Guns, Gams & Gumshoes

A defense attorney & PI who also happen to be writers

  • Writing a Sleuth?

    A Guide for Writing Fictional Sleuths from a Couple of Real-Life Sleuths

    "How to Write a Dick is the best work of its kind I’ve ever come across because it covers the whole spectrum in an entertaining style that will appeal to layman and lawmen alike."

    Available on Kindle

  • Copyright Notices

    All rights reserved by Colleen Collins and Shaun Kaufman. Any use of the content on this site (including images owned by Colleen Collins and/or Shaun Kaufman) requires specific, written authority. Any violations of this reservation will result in legal action.

    It has come to our attention that people are illegally copying and using the black and white private eye at a keyboard image that is used on our site. NOTE: This image is protected by copyright, property of Colleen Collins.

  • Writing PIs on Twitter

  • Guns, Gams, and Gumshoes

Answering Writer’s Question: Why Is It Okay for PIs to Forward People’s Personal Information to Lawyers?

Posted by Writing PIs on September 27, 2010

This is a great question, one we’ve learned sometimes stymies writers.  Although lawyers aren’t known to have “bad intentions” in such real-life scenarios, just think of the complications and fun twists if one did in a fiction story.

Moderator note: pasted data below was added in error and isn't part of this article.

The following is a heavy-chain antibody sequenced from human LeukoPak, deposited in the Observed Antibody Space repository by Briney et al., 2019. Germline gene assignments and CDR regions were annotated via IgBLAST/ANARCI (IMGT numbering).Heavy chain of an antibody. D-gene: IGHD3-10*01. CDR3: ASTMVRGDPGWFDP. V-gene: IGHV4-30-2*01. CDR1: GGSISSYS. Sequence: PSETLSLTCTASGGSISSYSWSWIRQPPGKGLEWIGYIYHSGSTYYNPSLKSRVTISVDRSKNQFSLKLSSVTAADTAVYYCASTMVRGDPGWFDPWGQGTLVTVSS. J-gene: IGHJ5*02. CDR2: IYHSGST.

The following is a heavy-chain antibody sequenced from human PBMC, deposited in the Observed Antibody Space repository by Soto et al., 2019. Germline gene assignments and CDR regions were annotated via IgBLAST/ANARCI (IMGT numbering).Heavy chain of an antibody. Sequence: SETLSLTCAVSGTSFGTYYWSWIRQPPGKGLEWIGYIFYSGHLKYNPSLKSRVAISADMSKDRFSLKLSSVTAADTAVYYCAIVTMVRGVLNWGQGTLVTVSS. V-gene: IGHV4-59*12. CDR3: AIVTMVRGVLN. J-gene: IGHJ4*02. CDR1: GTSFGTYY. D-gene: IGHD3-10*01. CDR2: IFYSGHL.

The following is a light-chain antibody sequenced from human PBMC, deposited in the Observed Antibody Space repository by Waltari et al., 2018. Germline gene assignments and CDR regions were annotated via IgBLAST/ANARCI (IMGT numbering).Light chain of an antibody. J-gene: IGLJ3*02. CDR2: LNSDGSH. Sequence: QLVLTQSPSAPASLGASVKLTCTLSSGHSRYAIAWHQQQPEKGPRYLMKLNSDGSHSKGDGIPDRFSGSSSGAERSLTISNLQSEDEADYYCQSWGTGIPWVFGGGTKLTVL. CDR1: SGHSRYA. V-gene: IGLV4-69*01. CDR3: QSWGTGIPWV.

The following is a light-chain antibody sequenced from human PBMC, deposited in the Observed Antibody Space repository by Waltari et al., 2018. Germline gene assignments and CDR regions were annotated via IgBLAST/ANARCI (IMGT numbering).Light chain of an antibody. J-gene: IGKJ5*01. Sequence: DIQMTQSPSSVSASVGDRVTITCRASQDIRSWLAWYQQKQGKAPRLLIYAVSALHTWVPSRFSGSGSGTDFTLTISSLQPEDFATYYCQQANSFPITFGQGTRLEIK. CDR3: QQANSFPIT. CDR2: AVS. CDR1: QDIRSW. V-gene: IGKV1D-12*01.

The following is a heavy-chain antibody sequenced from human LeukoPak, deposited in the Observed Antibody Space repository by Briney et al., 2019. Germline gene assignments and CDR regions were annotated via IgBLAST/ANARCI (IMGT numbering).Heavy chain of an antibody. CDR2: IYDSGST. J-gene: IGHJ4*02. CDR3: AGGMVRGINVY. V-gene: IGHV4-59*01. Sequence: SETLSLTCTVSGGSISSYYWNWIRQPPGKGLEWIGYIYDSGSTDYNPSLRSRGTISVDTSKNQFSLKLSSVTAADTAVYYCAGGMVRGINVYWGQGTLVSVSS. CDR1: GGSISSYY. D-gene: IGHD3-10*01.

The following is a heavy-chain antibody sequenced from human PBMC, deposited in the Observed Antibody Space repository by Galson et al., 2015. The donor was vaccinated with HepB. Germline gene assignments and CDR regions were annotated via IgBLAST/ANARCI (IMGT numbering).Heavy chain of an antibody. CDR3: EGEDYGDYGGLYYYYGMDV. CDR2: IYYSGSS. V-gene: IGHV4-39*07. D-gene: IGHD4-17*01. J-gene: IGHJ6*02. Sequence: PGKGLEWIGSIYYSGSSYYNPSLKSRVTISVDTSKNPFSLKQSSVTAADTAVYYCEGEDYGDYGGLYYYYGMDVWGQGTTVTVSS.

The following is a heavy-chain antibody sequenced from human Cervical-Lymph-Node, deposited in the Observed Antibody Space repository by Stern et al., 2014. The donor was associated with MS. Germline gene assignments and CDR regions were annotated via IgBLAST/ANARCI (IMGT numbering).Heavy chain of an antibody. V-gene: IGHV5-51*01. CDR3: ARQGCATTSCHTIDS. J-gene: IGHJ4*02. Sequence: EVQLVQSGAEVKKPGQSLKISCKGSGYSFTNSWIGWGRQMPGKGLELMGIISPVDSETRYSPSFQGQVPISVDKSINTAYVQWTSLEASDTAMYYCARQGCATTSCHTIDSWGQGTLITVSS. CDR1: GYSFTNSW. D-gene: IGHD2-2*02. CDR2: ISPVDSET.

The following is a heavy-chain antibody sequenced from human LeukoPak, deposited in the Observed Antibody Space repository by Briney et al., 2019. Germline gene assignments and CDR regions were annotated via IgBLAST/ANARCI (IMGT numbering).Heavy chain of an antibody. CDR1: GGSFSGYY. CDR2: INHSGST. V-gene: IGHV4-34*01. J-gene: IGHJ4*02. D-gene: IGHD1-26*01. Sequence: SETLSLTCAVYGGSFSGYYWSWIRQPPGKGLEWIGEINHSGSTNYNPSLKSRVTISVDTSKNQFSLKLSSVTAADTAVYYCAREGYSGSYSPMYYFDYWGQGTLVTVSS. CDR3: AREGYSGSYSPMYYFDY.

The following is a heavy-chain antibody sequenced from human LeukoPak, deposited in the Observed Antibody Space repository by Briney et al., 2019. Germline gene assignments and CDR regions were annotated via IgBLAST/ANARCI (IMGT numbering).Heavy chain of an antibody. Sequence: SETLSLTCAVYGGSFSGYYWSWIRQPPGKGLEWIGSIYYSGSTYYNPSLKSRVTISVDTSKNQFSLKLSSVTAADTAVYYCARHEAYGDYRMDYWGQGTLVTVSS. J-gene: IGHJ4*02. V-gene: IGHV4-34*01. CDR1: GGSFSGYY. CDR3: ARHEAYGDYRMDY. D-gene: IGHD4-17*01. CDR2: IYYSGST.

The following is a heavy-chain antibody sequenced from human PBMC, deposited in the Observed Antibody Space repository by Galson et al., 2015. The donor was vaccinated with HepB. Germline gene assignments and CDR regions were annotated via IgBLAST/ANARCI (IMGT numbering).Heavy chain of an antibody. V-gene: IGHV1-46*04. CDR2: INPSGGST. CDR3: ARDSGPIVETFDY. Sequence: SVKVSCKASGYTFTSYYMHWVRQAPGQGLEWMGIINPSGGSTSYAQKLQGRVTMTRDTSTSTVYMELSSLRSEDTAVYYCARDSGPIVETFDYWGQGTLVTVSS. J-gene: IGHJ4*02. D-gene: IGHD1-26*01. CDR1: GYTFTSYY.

Writer’s Question: I’ve read that PIs shouldn’t forward a client’s personal information to a civilian-client (versus an attorney-client). Does this mean that giving the info to an attorney is perfectly all right? Provided you’re working for one, of course. What if you suspect the attorney has personal involvement and, maybe, bad intentions?

Guns, Gams, and Gumshoes’s Answer: The fact that an attorney is licensed means that he/she answers to a higher authority (the attorney regulatory agency for that state).  In addition to their responsibilities as citizens, attorneys have additional ethical responsibilities imposed on them by the agency.  The regulatory rules governing attorneys generally require higher standards of conduct than those required by the laws on citizens in our society.  For example, there are many regulatory rules that require lawyers to report misconduct of their fellow attorneys and sometimes even clients, whereas there are no such rules imposed on citizens.  Therefore, an ill-intentioned lawyer is more likely to be discovered and punished than non-lawyers.  Not to say there aren’t crooked or ill-intentioned lawyers who will break the law, but they’re risking their licenses and livelihood to do so, which makes chances slim that they’d act out “bad intentions.”

Have a great week, Writing PIs

Advertisements

Leave a Reply

Fill in your details below or click an icon to log in:

WordPress.com Logo

You are commenting using your WordPress.com account. Log Out / Change )

Twitter picture

You are commenting using your Twitter account. Log Out / Change )

Facebook photo

You are commenting using your Facebook account. Log Out / Change )

Google+ photo

You are commenting using your Google+ account. Log Out / Change )

Connecting to %s

 
%d bloggers like this: